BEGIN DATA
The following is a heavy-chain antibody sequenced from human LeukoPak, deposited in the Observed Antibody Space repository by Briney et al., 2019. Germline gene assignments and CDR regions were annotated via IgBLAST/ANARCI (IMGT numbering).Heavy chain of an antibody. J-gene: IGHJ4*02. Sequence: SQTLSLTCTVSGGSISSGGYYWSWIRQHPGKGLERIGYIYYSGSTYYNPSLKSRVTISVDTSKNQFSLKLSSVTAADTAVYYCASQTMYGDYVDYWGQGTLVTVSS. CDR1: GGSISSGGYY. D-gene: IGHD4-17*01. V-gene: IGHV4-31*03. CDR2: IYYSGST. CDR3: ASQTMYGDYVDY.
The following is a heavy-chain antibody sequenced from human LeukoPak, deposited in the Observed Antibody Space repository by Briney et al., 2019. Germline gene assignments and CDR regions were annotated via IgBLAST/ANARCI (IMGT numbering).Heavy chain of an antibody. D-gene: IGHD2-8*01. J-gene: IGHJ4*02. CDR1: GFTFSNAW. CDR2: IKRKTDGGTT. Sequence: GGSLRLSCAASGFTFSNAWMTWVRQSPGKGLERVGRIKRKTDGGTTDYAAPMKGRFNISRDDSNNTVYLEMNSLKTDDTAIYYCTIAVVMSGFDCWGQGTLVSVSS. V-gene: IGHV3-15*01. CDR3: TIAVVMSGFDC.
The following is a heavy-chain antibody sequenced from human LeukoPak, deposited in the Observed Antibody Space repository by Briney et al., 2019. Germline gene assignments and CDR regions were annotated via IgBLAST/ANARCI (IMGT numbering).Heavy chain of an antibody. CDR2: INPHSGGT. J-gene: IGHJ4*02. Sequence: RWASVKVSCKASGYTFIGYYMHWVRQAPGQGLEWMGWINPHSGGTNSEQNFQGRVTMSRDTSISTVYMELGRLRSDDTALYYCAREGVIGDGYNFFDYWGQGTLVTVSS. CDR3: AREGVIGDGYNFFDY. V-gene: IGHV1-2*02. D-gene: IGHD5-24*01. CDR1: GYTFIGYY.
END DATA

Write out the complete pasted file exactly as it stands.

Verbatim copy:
The following is a heavy-chain antibody sequenced from human LeukoPak, deposited in the Observed Antibody Space repository by Briney et al., 2019. Germline gene assignments and CDR regions were annotated via IgBLAST/ANARCI (IMGT numbering).Heavy chain of an antibody. J-gene: IGHJ4*02. Sequence: SQTLSLTCTVSGGSISSGGYYWSWIRQHPGKGLERIGYIYYSGSTYYNPSLKSRVTISVDTSKNQFSLKLSSVTAADTAVYYCASQTMYGDYVDYWGQGTLVTVSS. CDR1: GGSISSGGYY. D-gene: IGHD4-17*01. V-gene: IGHV4-31*03. CDR2: IYYSGST. CDR3: ASQTMYGDYVDY.
The following is a heavy-chain antibody sequenced from human LeukoPak, deposited in the Observed Antibody Space repository by Briney et al., 2019. Germline gene assignments and CDR regions were annotated via IgBLAST/ANARCI (IMGT numbering).Heavy chain of an antibody. D-gene: IGHD2-8*01. J-gene: IGHJ4*02. CDR1: GFTFSNAW. CDR2: IKRKTDGGTT. Sequence: GGSLRLSCAASGFTFSNAWMTWVRQSPGKGLERVGRIKRKTDGGTTDYAAPMKGRFNISRDDSNNTVYLEMNSLKTDDTAIYYCTIAVVMSGFDCWGQGTLVSVSS. V-gene: IGHV3-15*01. CDR3: TIAVVMSGFDC.
The following is a heavy-chain antibody sequenced from human LeukoPak, deposited in the Observed Antibody Space repository by Briney et al., 2019. Germline gene assignments and CDR regions were annotated via IgBLAST/ANARCI (IMGT numbering).Heavy chain of an antibody. CDR2: INPHSGGT. J-gene: IGHJ4*02. Sequence: RWASVKVSCKASGYTFIGYYMHWVRQAPGQGLEWMGWINPHSGGTNSEQNFQGRVTMSRDTSISTVYMELGRLRSDDTALYYCAREGVIGDGYNFFDYWGQGTLVTVSS. CDR3: AREGVIGDGYNFFDY. V-gene: IGHV1-2*02. D-gene: IGHD5-24*01. CDR1: GYTFIGYY.